As an English major who spent more time reading the works of dead crackers than doing anything resembling creative writing both out of shyness and disdain for those who wanted to be the next Bret Easton Ellis or Thomas De Quincey, I got a decent dosage of medievals and Romantics that I alternated adored and was infuriated by.
Wordsworth might have said he wandered lonely as a cloud and found some daffodils, but his sister was most definitely along for the ride, as their diaries show, but she was conveniently written out of the picture to maintain the image of the loner among nature.
I've been rediscovering Annie Dillard after a long time of not maybe understanding, maybe not getting out into the almost-wilderness enough, obsessed with crumbling concrete dying from neglect rather than the world outside continually dying and reborn.
“Concerning trees and leaves... there's a real power here. It is amazing that trees can turn gravel and bitter salts into these soft-lipped lobes, as if I were to bite down on a granite slab and start to swell, bud and flower. Every year a given tree creates absolutely from scratch ninety-nine percent of its living parts. Water lifting up tree trunks can climb one hundred and fifty feet an hour; in full summer a tree can, and does, heave a ton of water every day. A big elm in a single season might make as many as six million leaves, wholly intricate, without budging an inch; I couldn't make one. A tree stands there, accumulating deadwood, mute and rigid as an obelisk, but secretly it seethes, it splits, sucks and stretches; it heaves up tons and hurls them out in a green, fringed fling. No person taps this free power; the dynamo in the tulip tree pumps out even more tulip tree, and it runs on rain and air.”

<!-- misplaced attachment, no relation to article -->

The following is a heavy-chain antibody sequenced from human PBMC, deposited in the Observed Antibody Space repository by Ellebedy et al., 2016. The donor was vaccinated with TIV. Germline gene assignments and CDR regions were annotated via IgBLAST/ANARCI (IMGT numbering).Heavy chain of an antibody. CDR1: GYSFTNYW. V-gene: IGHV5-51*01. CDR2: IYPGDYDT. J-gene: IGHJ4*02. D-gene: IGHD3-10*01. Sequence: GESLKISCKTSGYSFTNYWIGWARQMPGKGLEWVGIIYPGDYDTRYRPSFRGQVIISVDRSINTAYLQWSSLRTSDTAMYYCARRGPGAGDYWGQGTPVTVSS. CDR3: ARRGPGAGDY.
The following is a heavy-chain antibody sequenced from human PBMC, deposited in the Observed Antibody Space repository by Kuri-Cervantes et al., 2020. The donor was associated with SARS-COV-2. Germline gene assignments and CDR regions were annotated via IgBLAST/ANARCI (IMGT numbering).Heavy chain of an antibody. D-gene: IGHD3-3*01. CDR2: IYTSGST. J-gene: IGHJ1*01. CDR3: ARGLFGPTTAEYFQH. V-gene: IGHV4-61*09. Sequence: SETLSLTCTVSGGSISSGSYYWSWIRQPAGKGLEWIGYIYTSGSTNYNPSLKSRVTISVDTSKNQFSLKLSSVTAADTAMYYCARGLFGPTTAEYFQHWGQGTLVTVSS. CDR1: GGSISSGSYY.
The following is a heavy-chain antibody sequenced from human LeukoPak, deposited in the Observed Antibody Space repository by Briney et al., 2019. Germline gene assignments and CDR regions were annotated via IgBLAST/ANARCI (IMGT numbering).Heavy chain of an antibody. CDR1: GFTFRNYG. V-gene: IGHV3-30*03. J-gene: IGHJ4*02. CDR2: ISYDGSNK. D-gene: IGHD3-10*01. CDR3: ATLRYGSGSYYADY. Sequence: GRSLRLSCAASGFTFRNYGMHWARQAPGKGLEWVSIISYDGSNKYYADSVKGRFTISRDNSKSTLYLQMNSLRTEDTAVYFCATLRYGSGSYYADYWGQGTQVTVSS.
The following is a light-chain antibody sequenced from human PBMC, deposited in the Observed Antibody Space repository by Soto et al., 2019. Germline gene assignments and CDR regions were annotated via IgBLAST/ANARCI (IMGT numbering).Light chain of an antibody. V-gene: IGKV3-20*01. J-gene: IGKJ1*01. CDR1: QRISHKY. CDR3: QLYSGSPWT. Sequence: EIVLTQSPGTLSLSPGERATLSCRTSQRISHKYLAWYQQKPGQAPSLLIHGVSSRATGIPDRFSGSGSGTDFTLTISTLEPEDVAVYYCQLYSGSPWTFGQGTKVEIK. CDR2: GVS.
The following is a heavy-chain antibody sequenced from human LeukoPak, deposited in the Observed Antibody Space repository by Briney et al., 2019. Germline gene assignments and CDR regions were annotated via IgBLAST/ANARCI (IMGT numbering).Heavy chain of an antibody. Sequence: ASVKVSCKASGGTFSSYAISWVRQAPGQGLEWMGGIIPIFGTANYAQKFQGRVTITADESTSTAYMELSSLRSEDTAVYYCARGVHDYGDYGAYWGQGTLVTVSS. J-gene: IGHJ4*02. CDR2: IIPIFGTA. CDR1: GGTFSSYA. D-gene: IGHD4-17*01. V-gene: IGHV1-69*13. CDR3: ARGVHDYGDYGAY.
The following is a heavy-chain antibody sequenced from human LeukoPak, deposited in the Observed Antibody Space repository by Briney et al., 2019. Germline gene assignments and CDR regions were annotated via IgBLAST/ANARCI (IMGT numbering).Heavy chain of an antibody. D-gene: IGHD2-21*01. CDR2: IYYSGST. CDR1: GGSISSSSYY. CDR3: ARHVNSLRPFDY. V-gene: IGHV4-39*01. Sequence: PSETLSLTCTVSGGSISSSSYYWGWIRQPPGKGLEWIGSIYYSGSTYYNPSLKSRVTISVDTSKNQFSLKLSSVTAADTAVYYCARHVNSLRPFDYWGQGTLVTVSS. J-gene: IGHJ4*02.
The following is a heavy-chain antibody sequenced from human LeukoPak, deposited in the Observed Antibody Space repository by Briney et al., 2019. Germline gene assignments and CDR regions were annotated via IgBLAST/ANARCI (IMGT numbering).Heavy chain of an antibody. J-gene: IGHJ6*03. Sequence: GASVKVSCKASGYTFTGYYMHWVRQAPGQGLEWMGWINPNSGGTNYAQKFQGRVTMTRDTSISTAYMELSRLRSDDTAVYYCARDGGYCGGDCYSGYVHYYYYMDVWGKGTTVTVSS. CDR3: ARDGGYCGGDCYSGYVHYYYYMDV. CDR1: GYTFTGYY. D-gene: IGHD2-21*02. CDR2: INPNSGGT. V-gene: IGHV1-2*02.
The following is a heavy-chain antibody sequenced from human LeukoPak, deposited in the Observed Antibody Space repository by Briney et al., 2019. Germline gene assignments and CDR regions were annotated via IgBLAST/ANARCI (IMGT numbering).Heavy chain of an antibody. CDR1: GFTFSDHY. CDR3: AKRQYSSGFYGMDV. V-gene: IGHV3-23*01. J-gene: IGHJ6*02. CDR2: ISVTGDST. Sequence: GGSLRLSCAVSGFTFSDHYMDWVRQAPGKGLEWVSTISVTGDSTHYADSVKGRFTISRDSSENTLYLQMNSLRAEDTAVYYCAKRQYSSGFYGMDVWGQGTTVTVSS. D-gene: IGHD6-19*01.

“Our life is a faint tracing on the surface of mystery, like the idle curved tunnels of leaf miners on the face of a leaf. We must somehow take a wider view, look at the whole landscape, really see it, and describe what's going on here. Then we can at least wail the right question into the swaddling band of darkness, or, if it comes to that, choir the proper praise.”
So Saturday I was introverted, and I know these days are getting shorter and colder and more brutish, so I went out to the woods where we played as kids. Our parents would walk along the concrete path and we would run along the side, scampering over huge trees fallen across the creek, making our way across stones to the island in the middle of the creek as runaway slaves on the Underground Railroad or Robin Hood's merry band or the kids in Narnia, so immersed in this world of water and trees and imagination even with the suburbs on the top of the hill and the road running along the other side. It's still as beautiful as I remember it.
The summer I graduated, me and one of my friends used to come here, because it was so close by, and me and him would sit by the water and ponder, or lay on the picnic tables and stare up at the pine trees soaring so tall and straight over us. It felt like time was fluid, an endless eternal tap when it was already beginning to drain away.